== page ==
Agree with Steve X. Just coincidence that Howard reduced the boat numbers to almost zero? This is about marketing and perceptions, and they can be changed. Bring back TPVs, and give a go at pushing some boats back, it just might work.

  6. The Piping Shrike on 10th June 2013 12:33 pm

    These arguments sound three years out of date, after things were relaxed. More punitive measures have been since been introduced. Maybe for some its not enough, but why haven’t numbers at least started to go down?

  7. Steve X on 10th June 2013 12:43 pm

    We will see. If the coalition brings boat arrivals down then they will have succeeded.

    How would you explain the massive increase in boat arrivals after the policy changed? Do you think it is unrelated?

  8. The Piping Shrike on 10th June 2013 12:49 pm

    I set it out in the post. Factors that led to an increase in movement worldwide and more so in the region with relations with Indonesia. The Coalition knows this which is why they go on about it. TPVs didn’t help last time, in fact made things worse, so probably will again.

    There seems a weird disconnect in this discussion. Everyone talks about what Howard did, but nobody seems to know what actually happened then.

  9. F on 10th June 2013 1:20 pm

    Steve X how do you explain the uptick in boat arrivals in the last months of the Howard government?

    I remember it very well. You know why? Because it involved certain members of the current Labor government saying this:

    “another boat, another policy failure”

    You think Morrison and Abbott wrote that script? No, that has been what oppositions have been saying to criticise the government since the late 90’s.

    There is nothing new in this debate, the solutions have stopped working, if they ever actually worked in the first place.

    We now have ourselves as a nation in an uncomfortable position. Both sides of politics have decided for the reasons that Shrike has outlined above to make THIS the defining characteristic of our most significant near-abroad relationship. It is crowding everything else out. Nothing else matters but the arrival of a few thousand people by boat, an amount that pales in comparison to what other Western countries have to deal with in regards to illegal arrivals.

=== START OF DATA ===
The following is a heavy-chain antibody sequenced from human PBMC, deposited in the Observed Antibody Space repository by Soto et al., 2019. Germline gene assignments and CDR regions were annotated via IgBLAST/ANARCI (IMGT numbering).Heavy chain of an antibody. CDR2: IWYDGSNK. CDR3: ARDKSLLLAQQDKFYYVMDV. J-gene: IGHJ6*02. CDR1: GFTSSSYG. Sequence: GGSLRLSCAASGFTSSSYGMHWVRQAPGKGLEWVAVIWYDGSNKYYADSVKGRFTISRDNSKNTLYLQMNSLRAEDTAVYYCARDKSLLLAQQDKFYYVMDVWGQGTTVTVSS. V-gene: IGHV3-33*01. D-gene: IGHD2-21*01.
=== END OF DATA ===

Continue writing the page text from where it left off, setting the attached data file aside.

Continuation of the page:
Neither side is really considering the grave risk we are placing our relationship with Indonesia in. This isn’t the 1960’s any more, the Dutch and the British are not going to fight the good fight for us in the jungles of Borneo. It is just us and the Indonesians, and we are fucking it up royally.

    The Indonesians have signalled repeatedly that they don’t give a shit about what they see as extremely minor concerns of a paranoid remnant of colonialism. For an ambassador to interject in a domestic debate like that? Are you completely blind to the ramifications of a miss-step between a gun-ho Abbott government trying to restore the mythical Howard years, and a reactive rootless Labor party who can longer find its arse with both hands?

  10. Damien Walker on 10th June 2013 6:16 pm

    What a waste of time this discussion is. No political party of either persuasion can stop boat arrivals. Crediting Howard with reducing arrivals under his watch shows an incomplete understanding of international conditions at the time. Bleating about Labor’s failure to stop boats coming shows an incomplete understanding of both the Huston Report and the Malaysian deal. Howard got lucky and Gillard hasn’t been allowed to implement her solution. Suggesting one leader is more or less capable than the other is to disregard the facts.

    As far as boat arrivals are concerned, we’re at the mercy of the vendors in shopfronts on the streets of Baghdad and Najaf selling passage to Australia. Almost nothing in our country’s control can stop that. The best our politicians can hope for is to whisk boat people off to Malaysia or back to Indonesia before anyone here at home notices.

    Read this for more details http://ausvotes2013.com/2013/03/11/stop-the-boats-seriously/

  11. Millie on 11th June 2013 12:57 pm

    There is only one solution. Australia must repudiate its adoption of the UN protocols on refugees and send all refugees back to their point of origin. We of course would then be pariahs globally but so what – it would stop refugees coming here. And save lives. At least on the high seas.

  12. Doug on 11th June 2013 6:50 pm